Question: How difficult is Brazil?
Answer: If it were a test, the answer key would only get 70%.
Back in 1997 I made my first trip to Brazil. I spent two months in Campinas and Riberão Preto, cities in the state of São Paulo, learning Portuguese and becoming acquainted with the culture. It was an amazing, life-altering experience. After that, all I wanted to do was move to Brazil after graduating from the university. What youthful naiveté.
In 2001 this dream finally became a reality. I married a beautiful Brazilian woman and settled down to teaching English and starting a family. It didn’t take long for the dream to go bad. I wouldn’t call it a nightmare, but it was no picnic.
When I moved to Brazil that time I arrived on a tourist visa. I had all my documents ready to submit to the Federal Police to switch status from tourist to resident. There was just one problem. Brazilian bureaucracy isn’t that simple. It took nearly three years for my paperwork to be processed. During that time I was unable to obtain most of the documents I needed to carry out the simplest actions. I couldn’t sign rental agreements or have a bank account in my name. We had to do all of that in my wife’s name.
Then there’s the money situation. Had I not been receiving some support from American churches to do mission work, we would not have lasted 3 years in Brazil. Before I moved to this country my wife’s family told me I could make a decent salary teaching English. Not so. For over a year I hardly worked 20 hours a week, and I was paid by the hour. Now, in 2014, the pay has only increased by R$2.00 an hour. In other words, almost no difference at all.
This time around we tried building up savings. My wife moved to Brazil ahead of me with the kids and we sacrificed a year so I could fund our transition. I’m now a digital project manager who has worked with Wired.com and Scholastic. I’m certified PMP and ITIL-f. Yet, none of this seems to matter. I find myself teaching English and handling (a very interesting) project for an Australian tech company, but so far no Brazilian company has called me in for an interview.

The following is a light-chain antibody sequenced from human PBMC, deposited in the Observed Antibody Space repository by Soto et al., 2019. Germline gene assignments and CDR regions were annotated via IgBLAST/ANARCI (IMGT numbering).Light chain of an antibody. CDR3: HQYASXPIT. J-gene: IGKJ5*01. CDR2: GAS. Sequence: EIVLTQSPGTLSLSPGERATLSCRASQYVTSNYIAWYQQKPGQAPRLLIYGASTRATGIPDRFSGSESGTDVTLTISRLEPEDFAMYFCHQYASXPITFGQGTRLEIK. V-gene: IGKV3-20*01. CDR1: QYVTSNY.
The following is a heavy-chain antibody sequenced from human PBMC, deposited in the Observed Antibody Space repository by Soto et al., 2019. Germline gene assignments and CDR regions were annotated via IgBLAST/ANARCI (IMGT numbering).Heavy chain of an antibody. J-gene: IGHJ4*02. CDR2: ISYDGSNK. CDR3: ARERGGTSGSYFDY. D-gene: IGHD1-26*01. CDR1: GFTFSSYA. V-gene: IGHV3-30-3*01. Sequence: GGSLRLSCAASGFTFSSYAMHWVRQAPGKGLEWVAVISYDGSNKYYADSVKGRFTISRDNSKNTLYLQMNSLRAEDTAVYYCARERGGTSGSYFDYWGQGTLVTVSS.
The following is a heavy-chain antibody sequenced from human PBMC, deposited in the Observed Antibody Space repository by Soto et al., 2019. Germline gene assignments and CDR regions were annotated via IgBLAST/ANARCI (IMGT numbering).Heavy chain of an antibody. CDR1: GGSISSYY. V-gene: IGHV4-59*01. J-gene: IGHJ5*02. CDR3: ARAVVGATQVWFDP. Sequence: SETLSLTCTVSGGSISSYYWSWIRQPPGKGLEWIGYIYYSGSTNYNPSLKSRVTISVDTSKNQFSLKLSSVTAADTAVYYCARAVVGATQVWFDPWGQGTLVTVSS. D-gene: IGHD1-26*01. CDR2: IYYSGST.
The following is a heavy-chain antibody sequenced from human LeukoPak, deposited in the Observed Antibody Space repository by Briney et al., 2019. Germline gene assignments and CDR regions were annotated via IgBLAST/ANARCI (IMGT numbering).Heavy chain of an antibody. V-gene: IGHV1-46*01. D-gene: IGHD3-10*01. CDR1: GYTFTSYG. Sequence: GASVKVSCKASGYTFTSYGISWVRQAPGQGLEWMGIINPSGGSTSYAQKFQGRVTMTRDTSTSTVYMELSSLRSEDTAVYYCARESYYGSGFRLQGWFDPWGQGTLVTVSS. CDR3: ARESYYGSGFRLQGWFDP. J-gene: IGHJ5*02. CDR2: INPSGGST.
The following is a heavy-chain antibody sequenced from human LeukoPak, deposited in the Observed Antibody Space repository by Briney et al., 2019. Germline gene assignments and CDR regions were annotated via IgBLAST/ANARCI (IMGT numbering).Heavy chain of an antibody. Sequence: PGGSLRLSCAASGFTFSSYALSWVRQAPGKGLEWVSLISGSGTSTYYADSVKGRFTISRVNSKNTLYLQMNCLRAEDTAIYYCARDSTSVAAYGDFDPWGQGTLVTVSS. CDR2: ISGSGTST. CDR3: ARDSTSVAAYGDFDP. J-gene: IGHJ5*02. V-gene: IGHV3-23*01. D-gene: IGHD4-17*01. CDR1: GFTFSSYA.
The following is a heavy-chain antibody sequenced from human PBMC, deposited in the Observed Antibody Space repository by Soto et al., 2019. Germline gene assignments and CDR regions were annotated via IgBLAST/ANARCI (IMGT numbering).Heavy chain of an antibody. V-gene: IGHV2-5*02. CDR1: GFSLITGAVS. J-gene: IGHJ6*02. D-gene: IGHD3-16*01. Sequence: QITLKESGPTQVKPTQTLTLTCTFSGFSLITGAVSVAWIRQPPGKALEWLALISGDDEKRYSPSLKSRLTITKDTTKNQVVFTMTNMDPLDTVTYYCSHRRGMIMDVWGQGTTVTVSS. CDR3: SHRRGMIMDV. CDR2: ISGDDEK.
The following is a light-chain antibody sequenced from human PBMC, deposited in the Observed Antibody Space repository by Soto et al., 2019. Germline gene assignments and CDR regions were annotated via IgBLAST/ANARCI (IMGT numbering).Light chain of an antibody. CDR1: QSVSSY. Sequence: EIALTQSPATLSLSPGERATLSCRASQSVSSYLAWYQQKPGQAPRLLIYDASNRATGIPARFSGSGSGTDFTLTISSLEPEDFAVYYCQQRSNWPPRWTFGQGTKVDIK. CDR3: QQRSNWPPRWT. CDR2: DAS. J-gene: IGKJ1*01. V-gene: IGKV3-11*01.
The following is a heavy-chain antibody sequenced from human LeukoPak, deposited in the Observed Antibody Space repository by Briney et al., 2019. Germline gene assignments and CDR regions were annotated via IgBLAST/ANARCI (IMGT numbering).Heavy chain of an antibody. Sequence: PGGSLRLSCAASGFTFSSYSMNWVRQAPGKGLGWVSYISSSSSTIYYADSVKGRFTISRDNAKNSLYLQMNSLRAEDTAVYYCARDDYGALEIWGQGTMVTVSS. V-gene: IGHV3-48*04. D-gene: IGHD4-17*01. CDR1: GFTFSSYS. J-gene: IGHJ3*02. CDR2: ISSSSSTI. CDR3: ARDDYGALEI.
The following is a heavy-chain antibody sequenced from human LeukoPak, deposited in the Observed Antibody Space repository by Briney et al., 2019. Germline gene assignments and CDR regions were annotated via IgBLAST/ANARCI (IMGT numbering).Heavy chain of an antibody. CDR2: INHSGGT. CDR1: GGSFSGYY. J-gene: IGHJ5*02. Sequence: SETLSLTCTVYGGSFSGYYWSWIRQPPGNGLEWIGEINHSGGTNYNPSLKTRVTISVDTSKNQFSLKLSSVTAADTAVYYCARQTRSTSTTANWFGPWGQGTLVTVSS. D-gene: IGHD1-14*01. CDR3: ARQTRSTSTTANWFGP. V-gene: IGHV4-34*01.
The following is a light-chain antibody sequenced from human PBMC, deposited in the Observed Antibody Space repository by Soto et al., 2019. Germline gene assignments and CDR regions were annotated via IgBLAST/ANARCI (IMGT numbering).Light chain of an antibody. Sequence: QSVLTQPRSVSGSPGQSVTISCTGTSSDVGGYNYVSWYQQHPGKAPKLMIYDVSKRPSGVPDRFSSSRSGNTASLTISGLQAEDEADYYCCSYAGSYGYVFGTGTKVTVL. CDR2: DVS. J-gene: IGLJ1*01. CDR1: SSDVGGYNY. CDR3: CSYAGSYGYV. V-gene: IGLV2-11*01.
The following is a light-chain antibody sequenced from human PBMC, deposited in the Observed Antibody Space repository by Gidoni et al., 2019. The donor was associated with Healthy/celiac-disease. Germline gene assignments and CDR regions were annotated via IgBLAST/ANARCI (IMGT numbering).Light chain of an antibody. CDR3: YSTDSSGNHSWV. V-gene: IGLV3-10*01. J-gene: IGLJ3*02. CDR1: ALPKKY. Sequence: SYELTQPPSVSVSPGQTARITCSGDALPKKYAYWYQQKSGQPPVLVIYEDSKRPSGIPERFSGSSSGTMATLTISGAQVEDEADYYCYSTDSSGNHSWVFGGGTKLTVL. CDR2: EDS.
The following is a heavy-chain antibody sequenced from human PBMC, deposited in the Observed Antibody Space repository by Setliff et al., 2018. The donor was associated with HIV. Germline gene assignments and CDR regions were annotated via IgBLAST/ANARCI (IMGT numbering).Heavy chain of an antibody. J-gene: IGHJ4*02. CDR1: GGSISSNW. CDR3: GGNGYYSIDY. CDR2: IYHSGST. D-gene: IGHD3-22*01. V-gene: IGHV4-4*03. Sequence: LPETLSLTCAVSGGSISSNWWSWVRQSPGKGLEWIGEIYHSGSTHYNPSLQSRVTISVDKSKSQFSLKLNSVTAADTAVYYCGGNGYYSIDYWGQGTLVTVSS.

I know that I’d have much better chances for full-time employment in my field in São Paulo, Rio or Belo Horizonte, but I’d really rather not live in any of those places. Uberlândia’s a pretty decent city. Not too big, too crowded or too crime-ridden. The weather is beautiful, the food is good and the people are generally easy to get along with.
The urge to “escape” from Brazil comes up every so often. Faced with perplexing red tape, sky-high taxes and poor job prospects, New York starts looking pretty good. Yet, I stay. For now.
The same can’t be said for many.
Recently, Mikkel Jensen, a reporter from Denmark who came to Brazil to cover the World Cup, decided to pack it in and head home. He recounts his reasons why in the Facebook post I’ve included below. It’s in Portuguese, but the gist of it seems to be that Brazil’s corrupt officials are using foreign journalists to promote the country while at the same time steamrolling over citizens. The injustice seemed to be too much for him, and Mikkel thought it best to leave rather than be used.
I don’t blame Mikkel, but I also don’t agree with him.
There’s much good to be found in Brazil, and if a clear-eyed reporter sees fraud and injustice, then the best thing he or she can do is report on it. Without people standing up and telling the truth, nothing will ever change. The powerless street kids he talks about need people who will hear them and share their stories. If money is being stolen from government coffers, it needs to be known. If NGOs are shutting down under pressure, let’s find out why.
Again, I don’t blame Mikkel for leaving. I might follow him out the exit if my situation doesn’t improve within the year. This just increases my respect for those who come, stay and make a go of it. Click here for a list of freelance reporters who aren’t giving up on Brazil.
Early Reflections on My Move to Brazil
Should I Stay or Should I Go?
Uberlândia: Digital City?